In the United States, the couple shares, the midcentury modern movement took center stage from the 40s up until the 70s, taking cues from the Bauhaus school of the early 20th century. After World War II, the rising number of suburban developments increased the demand for more furnishings. At the time, homeowners wanted to incorporate space-age motifs, bright colors, and unconventional forms in their furniture. “That’s why there are many midcentury pieces that look like they came from the Jetsons,” Ken quips, pointing at a 60s pink Knoll Tulip stool in their kitchen.
“There’s also a Danish modern style, which focuses more on organic materials, sleek pieces, and fine woodwork, just like this dining table in front of you,” Ken adds. “Scandinavian designers were underscoring the importance of simplicity, functionality, and minimalism. For example, Alvar Aalto, a Finnish architect, utilized steam to bend plywood into dynamic shapes and curves, which was revolutionary at that time. It got people thinking, ‘how were they able to bend wood without breaking it?’ The designs were aesthetically pleasing, too, so the demand for these chairs got higher.”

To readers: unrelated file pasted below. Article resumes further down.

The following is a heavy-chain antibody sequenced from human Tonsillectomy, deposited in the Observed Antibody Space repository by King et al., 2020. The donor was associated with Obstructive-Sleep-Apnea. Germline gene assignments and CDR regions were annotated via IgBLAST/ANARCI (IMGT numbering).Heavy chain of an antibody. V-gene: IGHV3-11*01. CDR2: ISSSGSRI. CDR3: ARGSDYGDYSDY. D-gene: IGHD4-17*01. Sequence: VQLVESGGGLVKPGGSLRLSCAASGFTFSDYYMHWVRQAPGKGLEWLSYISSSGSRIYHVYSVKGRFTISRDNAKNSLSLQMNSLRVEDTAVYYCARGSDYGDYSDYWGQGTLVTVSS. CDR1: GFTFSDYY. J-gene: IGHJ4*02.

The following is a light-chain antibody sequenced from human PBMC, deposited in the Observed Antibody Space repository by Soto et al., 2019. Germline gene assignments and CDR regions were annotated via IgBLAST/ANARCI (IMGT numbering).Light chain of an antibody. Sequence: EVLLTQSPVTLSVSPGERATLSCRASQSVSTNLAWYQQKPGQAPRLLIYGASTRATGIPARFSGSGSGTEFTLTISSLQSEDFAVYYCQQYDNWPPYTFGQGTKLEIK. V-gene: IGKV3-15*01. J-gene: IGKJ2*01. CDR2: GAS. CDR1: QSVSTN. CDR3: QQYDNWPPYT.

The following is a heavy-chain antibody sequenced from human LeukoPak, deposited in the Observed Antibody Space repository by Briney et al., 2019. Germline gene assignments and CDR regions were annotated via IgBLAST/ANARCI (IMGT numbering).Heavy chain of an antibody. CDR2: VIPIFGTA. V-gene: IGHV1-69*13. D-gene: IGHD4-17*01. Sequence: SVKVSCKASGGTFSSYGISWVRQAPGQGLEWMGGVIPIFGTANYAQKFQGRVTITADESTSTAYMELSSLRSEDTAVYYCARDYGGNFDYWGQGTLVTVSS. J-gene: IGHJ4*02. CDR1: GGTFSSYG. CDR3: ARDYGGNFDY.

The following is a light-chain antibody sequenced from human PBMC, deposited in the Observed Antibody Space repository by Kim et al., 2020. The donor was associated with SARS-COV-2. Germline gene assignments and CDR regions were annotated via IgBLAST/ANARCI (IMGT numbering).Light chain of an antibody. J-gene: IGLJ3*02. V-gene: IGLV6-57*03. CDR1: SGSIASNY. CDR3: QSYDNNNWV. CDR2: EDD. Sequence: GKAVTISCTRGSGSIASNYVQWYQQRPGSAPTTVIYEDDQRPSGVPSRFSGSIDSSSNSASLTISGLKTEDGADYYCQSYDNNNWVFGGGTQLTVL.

“Midcentury modern furniture is playful,” Isa emphasizes. “We’d like to call it functional art. It’s out there in terms of form, design, and color, but it’s also comfortable and easy to use. We think that the people behind the movement were just obsessed with great design. And since they were future-forward in their design aesthetic, many of the pieces they made still fit into today’s homes. Just take that Eames chair you’re sitting on as an example—it’s a simple vintage design made from fiberglass and steel, but it accommodates the natural curvature of your back well. It was outlandish in terms of design back then, but it was ergonomic at its core.”
Show and tell